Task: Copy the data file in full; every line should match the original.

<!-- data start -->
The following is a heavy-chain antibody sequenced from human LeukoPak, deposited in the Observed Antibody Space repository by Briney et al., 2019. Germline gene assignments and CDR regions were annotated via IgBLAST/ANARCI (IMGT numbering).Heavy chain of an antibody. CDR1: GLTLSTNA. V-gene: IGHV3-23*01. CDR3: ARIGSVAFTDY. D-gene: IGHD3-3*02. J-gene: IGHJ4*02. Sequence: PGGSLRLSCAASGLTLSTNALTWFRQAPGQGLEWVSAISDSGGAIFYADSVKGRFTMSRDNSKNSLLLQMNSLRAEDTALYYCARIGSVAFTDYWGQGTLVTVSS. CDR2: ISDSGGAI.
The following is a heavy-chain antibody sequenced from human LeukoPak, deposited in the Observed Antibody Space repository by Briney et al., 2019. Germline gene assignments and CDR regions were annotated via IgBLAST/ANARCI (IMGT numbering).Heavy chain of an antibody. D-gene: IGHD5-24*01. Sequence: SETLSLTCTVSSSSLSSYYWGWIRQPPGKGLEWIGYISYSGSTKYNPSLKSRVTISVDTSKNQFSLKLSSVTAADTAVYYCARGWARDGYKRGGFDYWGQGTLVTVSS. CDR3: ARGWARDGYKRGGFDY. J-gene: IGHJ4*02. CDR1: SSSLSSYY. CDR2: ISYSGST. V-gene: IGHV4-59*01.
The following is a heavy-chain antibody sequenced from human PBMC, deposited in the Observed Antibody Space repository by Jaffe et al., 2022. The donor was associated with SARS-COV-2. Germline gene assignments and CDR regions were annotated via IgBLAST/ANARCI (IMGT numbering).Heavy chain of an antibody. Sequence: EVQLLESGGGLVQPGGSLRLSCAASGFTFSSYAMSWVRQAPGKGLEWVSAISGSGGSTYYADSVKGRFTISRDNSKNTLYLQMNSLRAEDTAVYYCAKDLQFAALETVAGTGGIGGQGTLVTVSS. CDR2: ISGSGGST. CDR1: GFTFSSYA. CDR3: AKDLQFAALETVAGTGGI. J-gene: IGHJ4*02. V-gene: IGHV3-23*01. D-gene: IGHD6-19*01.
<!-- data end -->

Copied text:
The following is a heavy-chain antibody sequenced from human LeukoPak, deposited in the Observed Antibody Space repository by Briney et al., 2019. Germline gene assignments and CDR regions were annotated via IgBLAST/ANARCI (IMGT numbering).Heavy chain of an antibody. CDR1: GLTLSTNA. V-gene: IGHV3-23*01. CDR3: ARIGSVAFTDY. D-gene: IGHD3-3*02. J-gene: IGHJ4*02. Sequence: PGGSLRLSCAASGLTLSTNALTWFRQAPGQGLEWVSAISDSGGAIFYADSVKGRFTMSRDNSKNSLLLQMNSLRAEDTALYYCARIGSVAFTDYWGQGTLVTVSS. CDR2: ISDSGGAI.
The following is a heavy-chain antibody sequenced from human LeukoPak, deposited in the Observed Antibody Space repository by Briney et al., 2019. Germline gene assignments and CDR regions were annotated via IgBLAST/ANARCI (IMGT numbering).Heavy chain of an antibody. D-gene: IGHD5-24*01. Sequence: SETLSLTCTVSSSSLSSYYWGWIRQPPGKGLEWIGYISYSGSTKYNPSLKSRVTISVDTSKNQFSLKLSSVTAADTAVYYCARGWARDGYKRGGFDYWGQGTLVTVSS. CDR3: ARGWARDGYKRGGFDY. J-gene: IGHJ4*02. CDR1: SSSLSSYY. CDR2: ISYSGST. V-gene: IGHV4-59*01.
The following is a heavy-chain antibody sequenced from human PBMC, deposited in the Observed Antibody Space repository by Jaffe et al., 2022. The donor was associated with SARS-COV-2. Germline gene assignments and CDR regions were annotated via IgBLAST/ANARCI (IMGT numbering).Heavy chain of an antibody. Sequence: EVQLLESGGGLVQPGGSLRLSCAASGFTFSSYAMSWVRQAPGKGLEWVSAISGSGGSTYYADSVKGRFTISRDNSKNTLYLQMNSLRAEDTAVYYCAKDLQFAALETVAGTGGIGGQGTLVTVSS. CDR2: ISGSGGST. CDR1: GFTFSSYA. CDR3: AKDLQFAALETVAGTGGI. J-gene: IGHJ4*02. V-gene: IGHV3-23*01. D-gene: IGHD6-19*01.